I Don’t Like This List…
To be honest, it is literally impossible for one person to ever understand everything about Metal fully, you’d have to hear every album, demo or riff made in a garage by every musician, ever, since the dawn of time. Not all the albums here even are metal, but hearing them will broaden your understanding of what metal in its entirety actually is.
…and before that puts you on the defensive, for clarity I’d like to state this: I’m not saying that if you haven’t listened to all of these that you know nothing about Metal, only that you don’t know everything about Metal. The main gist of the list is that Metal comes in all shapes and sizes.
The composition of the list is roughly as follows:
The Different Types Of Metal – 73%
The Rock Music That Got Us To Metal – 17%
The Punk Music That Got Us To Metal – 8%
The Alternative Music That Changed Metal – 2%
Sure, there’s some Pop Punk and Rap in there to demonstrate how bands like A Day To Remember mix Pop Punk sounds with Metal sounds, or how Black Sabbath and others added Rap in the 90s/00s. Don’t let that “get your back up” but don’t forget there’s over 60 Black Metal related albums and around 90 Death Metal related albums.
If you still wonder why an album is included in this list then listen to it and find out why! You may not enjoy every album that you hear, but you will understand Metal more completely with each one that you do hear, which of course is the reason for the list in the first place. Its an important moment in every Metal fan’s journey when they finally accept that Metal isn’t just the bits of Metal they enjoy and that things aren’t “not Metal” just because you don’t like them or understand them.
If you disagree with a subgenre’s existence (eg. “Classic Rock” or “Hair Metal”), or an artist’s designated sub-genre in this list (Eg. Why is Mortis alongside Black Metal artists?), try not to get too bogged down in that head-space. While some subgenre categorizations are a matter of fact (ie. Nirvana are definitely not Black Metal and Dragonforce are definitely not Hardcore Punk) its important to remember that subgenres are initially awkwardly built around groups of bands who kind of sound a bit alike, live a bit close to eachother or have one non-musical commonality between them and sometimes its not until years later that bands notice a subgenre exists and specifically try to play within that subgenre. For this reason some people disagree over whether Alice In Chains or Pearl Jam are Grunge or not.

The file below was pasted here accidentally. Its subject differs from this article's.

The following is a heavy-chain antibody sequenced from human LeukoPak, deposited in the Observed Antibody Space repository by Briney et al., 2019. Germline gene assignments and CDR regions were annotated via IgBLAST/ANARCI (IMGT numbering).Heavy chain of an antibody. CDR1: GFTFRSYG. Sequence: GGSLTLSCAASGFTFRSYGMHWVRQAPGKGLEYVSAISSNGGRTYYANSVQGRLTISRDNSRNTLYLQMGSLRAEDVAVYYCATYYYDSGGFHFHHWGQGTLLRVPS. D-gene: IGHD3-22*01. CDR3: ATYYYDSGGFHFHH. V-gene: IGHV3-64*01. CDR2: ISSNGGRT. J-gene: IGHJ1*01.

Secondly subgenres are a matter of consensus. If enough informed and reasonable people agree upon something then it exists, even if you disagree just because you don’t enjoy it. Maybe it didn’t definitely exist when it first started getting mentioned, but over time enough bands started sounding that way and identifying as that subgenre and suddenly it does exist.
Thirdly, the lines between some subgenres are blurred and often bands are creative and diverse enough to fit into a subgenre on some songs, or parts of songs, but not others. For this reason some people disagree over whether Metal Church and Anvil are Thrash or not. At the end of the day, if more people associate a band with a particular subgenre or scene than don’t, and a lot of their music sounds like that subgenre, then arguing is going to be a waste of time.
If you have a suggestion for an album that this list is missing out on then feel free to send me a comment, I’m always interested in learning more.
Now; With all that explanation out of the way, keep a positive attitude and an open mind, and please enjoy this fan-made and non-for-profit, labour-of-love list of 1,000 albums that will help you understand Metal, or at least serve to give newcomers a starting-point with some recommendations: